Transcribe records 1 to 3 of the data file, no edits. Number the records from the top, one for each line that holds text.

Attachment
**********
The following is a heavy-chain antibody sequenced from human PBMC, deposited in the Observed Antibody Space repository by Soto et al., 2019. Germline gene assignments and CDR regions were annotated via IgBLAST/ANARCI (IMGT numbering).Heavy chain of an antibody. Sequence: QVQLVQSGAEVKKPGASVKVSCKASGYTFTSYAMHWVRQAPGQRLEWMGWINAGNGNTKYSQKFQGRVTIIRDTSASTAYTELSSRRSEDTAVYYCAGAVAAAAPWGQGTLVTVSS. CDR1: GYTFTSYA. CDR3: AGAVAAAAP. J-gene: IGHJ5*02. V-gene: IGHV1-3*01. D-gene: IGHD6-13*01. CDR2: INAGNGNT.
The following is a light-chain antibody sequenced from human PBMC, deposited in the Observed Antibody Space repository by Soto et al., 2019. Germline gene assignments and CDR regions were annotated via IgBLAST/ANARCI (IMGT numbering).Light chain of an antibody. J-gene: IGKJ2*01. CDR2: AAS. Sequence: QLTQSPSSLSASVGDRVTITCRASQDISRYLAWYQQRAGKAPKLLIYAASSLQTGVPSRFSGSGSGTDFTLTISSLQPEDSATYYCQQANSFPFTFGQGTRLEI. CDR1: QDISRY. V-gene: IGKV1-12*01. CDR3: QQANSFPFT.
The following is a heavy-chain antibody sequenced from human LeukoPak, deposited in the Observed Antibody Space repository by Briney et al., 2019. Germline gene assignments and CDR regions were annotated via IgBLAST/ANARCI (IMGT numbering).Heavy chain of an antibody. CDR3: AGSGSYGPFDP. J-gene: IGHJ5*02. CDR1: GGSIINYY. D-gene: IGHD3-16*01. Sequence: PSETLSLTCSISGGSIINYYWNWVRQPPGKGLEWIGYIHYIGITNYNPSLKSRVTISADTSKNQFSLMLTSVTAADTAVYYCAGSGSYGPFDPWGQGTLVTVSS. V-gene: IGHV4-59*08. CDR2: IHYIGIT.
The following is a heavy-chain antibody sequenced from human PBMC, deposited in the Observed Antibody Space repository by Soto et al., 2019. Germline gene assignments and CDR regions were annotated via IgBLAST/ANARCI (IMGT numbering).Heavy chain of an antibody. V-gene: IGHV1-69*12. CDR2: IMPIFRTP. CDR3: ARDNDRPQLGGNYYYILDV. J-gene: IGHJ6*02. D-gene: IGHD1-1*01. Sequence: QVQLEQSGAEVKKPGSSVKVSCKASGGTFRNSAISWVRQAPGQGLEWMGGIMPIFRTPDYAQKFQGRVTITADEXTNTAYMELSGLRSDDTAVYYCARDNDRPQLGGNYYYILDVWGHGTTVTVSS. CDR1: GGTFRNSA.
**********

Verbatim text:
The following is a heavy-chain antibody sequenced from human PBMC, deposited in the Observed Antibody Space repository by Soto et al., 2019. Germline gene assignments and CDR regions were annotated via IgBLAST/ANARCI (IMGT numbering).Heavy chain of an antibody. Sequence: QVQLVQSGAEVKKPGASVKVSCKASGYTFTSYAMHWVRQAPGQRLEWMGWINAGNGNTKYSQKFQGRVTIIRDTSASTAYTELSSRRSEDTAVYYCAGAVAAAAPWGQGTLVTVSS. CDR1: GYTFTSYA. CDR3: AGAVAAAAP. J-gene: IGHJ5*02. V-gene: IGHV1-3*01. D-gene: IGHD6-13*01. CDR2: INAGNGNT.
The following is a light-chain antibody sequenced from human PBMC, deposited in the Observed Antibody Space repository by Soto et al., 2019. Germline gene assignments and CDR regions were annotated via IgBLAST/ANARCI (IMGT numbering).Light chain of an antibody. J-gene: IGKJ2*01. CDR2: AAS. Sequence: QLTQSPSSLSASVGDRVTITCRASQDISRYLAWYQQRAGKAPKLLIYAASSLQTGVPSRFSGSGSGTDFTLTISSLQPEDSATYYCQQANSFPFTFGQGTRLEI. CDR1: QDISRY. V-gene: IGKV1-12*01. CDR3: QQANSFPFT.
The following is a heavy-chain antibody sequenced from human LeukoPak, deposited in the Observed Antibody Space repository by Briney et al., 2019. Germline gene assignments and CDR regions were annotated via IgBLAST/ANARCI (IMGT numbering).Heavy chain of an antibody. CDR3: AGSGSYGPFDP. J-gene: IGHJ5*02. CDR1: GGSIINYY. D-gene: IGHD3-16*01. Sequence: PSETLSLTCSISGGSIINYYWNWVRQPPGKGLEWIGYIHYIGITNYNPSLKSRVTISADTSKNQFSLMLTSVTAADTAVYYCAGSGSYGPFDPWGQGTLVTVSS. V-gene: IGHV4-59*08. CDR2: IHYIGIT.